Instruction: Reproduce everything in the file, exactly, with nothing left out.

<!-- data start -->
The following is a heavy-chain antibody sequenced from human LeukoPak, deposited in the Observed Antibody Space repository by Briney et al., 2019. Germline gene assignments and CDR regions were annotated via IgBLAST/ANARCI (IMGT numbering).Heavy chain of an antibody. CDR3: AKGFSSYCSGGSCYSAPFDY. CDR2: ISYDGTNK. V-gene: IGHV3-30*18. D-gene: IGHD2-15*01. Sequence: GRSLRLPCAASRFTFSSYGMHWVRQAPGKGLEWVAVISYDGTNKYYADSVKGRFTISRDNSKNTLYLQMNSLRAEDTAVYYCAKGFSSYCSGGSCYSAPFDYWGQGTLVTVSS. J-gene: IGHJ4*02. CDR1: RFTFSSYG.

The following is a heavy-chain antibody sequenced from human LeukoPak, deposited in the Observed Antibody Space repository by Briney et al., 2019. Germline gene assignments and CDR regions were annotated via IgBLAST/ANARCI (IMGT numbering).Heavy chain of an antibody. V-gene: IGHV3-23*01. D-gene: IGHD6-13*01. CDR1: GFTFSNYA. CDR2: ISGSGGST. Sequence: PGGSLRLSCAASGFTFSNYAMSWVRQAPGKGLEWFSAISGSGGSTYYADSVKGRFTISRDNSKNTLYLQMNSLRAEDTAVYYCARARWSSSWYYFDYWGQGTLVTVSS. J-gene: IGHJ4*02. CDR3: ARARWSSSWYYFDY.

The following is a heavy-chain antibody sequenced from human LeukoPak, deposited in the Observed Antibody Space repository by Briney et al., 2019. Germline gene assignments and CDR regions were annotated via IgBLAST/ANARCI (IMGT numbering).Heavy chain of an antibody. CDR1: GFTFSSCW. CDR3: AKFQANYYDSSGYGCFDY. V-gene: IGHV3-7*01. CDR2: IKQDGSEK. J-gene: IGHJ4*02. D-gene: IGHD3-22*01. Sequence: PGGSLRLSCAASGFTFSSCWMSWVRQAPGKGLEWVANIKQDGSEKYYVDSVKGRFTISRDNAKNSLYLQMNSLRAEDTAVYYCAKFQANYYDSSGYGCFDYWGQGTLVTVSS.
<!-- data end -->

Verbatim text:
The following is a heavy-chain antibody sequenced from human LeukoPak, deposited in the Observed Antibody Space repository by Briney et al., 2019. Germline gene assignments and CDR regions were annotated via IgBLAST/ANARCI (IMGT numbering).Heavy chain of an antibody. CDR3: AKGFSSYCSGGSCYSAPFDY. CDR2: ISYDGTNK. V-gene: IGHV3-30*18. D-gene: IGHD2-15*01. Sequence: GRSLRLPCAASRFTFSSYGMHWVRQAPGKGLEWVAVISYDGTNKYYADSVKGRFTISRDNSKNTLYLQMNSLRAEDTAVYYCAKGFSSYCSGGSCYSAPFDYWGQGTLVTVSS. J-gene: IGHJ4*02. CDR1: RFTFSSYG.

The following is a heavy-chain antibody sequenced from human LeukoPak, deposited in the Observed Antibody Space repository by Briney et al., 2019. Germline gene assignments and CDR regions were annotated via IgBLAST/ANARCI (IMGT numbering).Heavy chain of an antibody. V-gene: IGHV3-23*01. D-gene: IGHD6-13*01. CDR1: GFTFSNYA. CDR2: ISGSGGST. Sequence: PGGSLRLSCAASGFTFSNYAMSWVRQAPGKGLEWFSAISGSGGSTYYADSVKGRFTISRDNSKNTLYLQMNSLRAEDTAVYYCARARWSSSWYYFDYWGQGTLVTVSS. J-gene: IGHJ4*02. CDR3: ARARWSSSWYYFDY.

The following is a heavy-chain antibody sequenced from human LeukoPak, deposited in the Observed Antibody Space repository by Briney et al., 2019. Germline gene assignments and CDR regions were annotated via IgBLAST/ANARCI (IMGT numbering).Heavy chain of an antibody. CDR1: GFTFSSCW. CDR3: AKFQANYYDSSGYGCFDY. V-gene: IGHV3-7*01. CDR2: IKQDGSEK. J-gene: IGHJ4*02. D-gene: IGHD3-22*01. Sequence: PGGSLRLSCAASGFTFSSCWMSWVRQAPGKGLEWVANIKQDGSEKYYVDSVKGRFTISRDNAKNSLYLQMNSLRAEDTAVYYCAKFQANYYDSSGYGCFDYWGQGTLVTVSS.